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17309.  Fri Apr 08, 2005 5:25 am Reply with quote

When he was crossing the Alps with elephants (to produce the world’s first eleph-alp), Hannibal’s multi-cultural army included some chaps known as Concanians. They seem to be mostly famous for their fast food. As Ross Leckie puts it in his novel Hannibal (Canongate, 1996): “And still they passed, Concanians who fed by opening the veins of horses for their food, Arbacians whose weapon is the flying dart ...” (I include that last, irrelevant line merely to prove to sceptics that the mighty dartist has always been a feared fighting man!)

Horace mentions them in an ode:
“I'll visit all unscathed the Britons, no friends
to strangers, the Concanian that delights in
draughts of horses' blood, the Geloni that
wear the quiver, and the Scythian stream.”
(Found that at

... and that is Google’s only offering for Concanian (nothing at all for Concanians). The word does not appear at all in the indexes of the few, very general, books I have on the ancient world.

Is there a classicist in the house? I’m intrigued: surely an entire race of martial horse-vampires cannot have virtually vanished from the world’s imagination? There again, I suppose if sucking blood from ponies is the only fact known about them, that in itself would be quite interesting ...

17310.  Fri Apr 08, 2005 5:38 am Reply with quote

It Seems like there is a place known as Concania in Guinea Bissau – although even that seems to be an alternative spelling!

17311.  Fri Apr 08, 2005 6:04 am Reply with quote

A google for “concania” as well as throwing up some Guinea-Bissau references, gives this page.

Unfortunately it’s in Spanish, which is not one of the 1 languages I am fluent in.

So I used an online translator, which threw out a load of gobbledegook, including the following sentence which implies that the site may contain useful info:

Saying itself of those broken earth that in very past times had constituted the heart of the primitive Concania and that the present amievenses are the pure and direct descendants of ferocious concanus, the one of the legendary feats of the Mons Vindius and the Rock of Pelayo ".

So is there someone out there who can come up with a better translation?

17365.  Sun Apr 10, 2005 8:30 am Reply with quote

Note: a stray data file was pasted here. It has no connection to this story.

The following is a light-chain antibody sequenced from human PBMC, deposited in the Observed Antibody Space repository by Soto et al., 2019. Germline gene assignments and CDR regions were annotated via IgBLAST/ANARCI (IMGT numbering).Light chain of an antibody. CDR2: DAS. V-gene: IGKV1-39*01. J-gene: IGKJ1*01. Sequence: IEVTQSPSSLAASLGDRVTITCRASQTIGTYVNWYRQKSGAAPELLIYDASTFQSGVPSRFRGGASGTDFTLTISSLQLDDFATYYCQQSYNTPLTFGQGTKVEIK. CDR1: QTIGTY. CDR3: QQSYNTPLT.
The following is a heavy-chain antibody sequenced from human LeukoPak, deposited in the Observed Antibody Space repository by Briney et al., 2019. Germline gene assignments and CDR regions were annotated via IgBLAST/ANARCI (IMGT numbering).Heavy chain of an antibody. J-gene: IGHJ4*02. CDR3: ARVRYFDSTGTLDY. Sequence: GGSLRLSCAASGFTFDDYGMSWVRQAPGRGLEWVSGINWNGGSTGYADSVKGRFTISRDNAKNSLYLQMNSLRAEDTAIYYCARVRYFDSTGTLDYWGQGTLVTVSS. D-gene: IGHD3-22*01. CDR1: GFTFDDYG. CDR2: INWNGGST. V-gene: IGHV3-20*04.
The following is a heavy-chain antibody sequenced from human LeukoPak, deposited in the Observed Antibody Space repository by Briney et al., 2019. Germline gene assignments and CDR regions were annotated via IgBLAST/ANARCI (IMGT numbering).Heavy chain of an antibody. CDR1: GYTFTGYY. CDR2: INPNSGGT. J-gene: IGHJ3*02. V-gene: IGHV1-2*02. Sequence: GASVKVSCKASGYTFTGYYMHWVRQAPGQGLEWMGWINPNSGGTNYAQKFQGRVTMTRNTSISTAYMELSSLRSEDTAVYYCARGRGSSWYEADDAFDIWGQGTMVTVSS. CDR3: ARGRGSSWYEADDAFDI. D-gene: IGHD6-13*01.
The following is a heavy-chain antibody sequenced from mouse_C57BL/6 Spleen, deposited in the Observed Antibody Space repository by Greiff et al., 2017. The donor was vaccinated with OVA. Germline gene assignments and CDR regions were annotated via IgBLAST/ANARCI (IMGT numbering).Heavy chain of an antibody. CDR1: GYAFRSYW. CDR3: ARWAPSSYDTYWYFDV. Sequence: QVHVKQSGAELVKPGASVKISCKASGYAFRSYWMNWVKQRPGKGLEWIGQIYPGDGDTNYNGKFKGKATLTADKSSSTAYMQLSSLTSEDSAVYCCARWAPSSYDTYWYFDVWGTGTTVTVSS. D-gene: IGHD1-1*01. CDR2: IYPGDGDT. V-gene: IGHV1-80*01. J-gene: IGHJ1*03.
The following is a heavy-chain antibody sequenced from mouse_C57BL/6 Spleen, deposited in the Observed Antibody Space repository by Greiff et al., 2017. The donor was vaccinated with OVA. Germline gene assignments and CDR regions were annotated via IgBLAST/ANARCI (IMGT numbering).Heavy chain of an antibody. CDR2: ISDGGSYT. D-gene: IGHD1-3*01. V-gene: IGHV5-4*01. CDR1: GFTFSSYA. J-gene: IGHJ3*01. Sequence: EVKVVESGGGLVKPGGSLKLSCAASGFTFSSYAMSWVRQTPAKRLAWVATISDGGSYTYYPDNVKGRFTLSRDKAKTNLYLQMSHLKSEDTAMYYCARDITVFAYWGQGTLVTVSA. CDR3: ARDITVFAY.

I can't conceive of a better translation than that one.

17366.  Sun Apr 10, 2005 8:40 am Reply with quote

If the Horace is the only reference to Concanians, then it doesn't suggest any link with Hannibal. Is it possible that Ross Leckie invented that association? Hannibal crossed the Alps in 218 BC; Horace's dates are 65 - 8 BC.

The two main sources for the crossing are Polybius and Livy, who appear to draw on the same source as each other:

Frederick The Monk
17421.  Mon Apr 11, 2005 5:54 am Reply with quote

It just so happens that an old friend of mine, Bernie Frischer, was in charge of the excavations at Horace's villa so I dropped him a line about the quote from the Odes. He responds:

The commentaries on Horace's Odes tell me that the Concani were a Cantabrian tribe in N.W. Spain. Virgil says it was the Gelon (a Scythian tribe)i, not the Concani, who drank milk mixed with horses' blood (Virgil, Georgics 3.463).

There seem to be only two references to the Concani in Latin literature (this passage in Horace and another in Silius Italicus). Neither mentions their service in Hannibal's army. In Livy, book XXI.22-25, there is a discussion of the makeup of Hannibal's army in Spain prior to crossing the Alps. Again, there is no mention of the Concani nor of the Cantabri.

s: Prof. B. Frischer pers comm.

17438.  Mon Apr 11, 2005 11:55 am Reply with quote

Some Zulu people in Africa still live off cow's blood mixed with milk, don't they?

Frederick The Monk
17453.  Mon Apr 11, 2005 5:21 pm Reply with quote

Indeed - the Masai. For a picture story of them doing just this have a look here.


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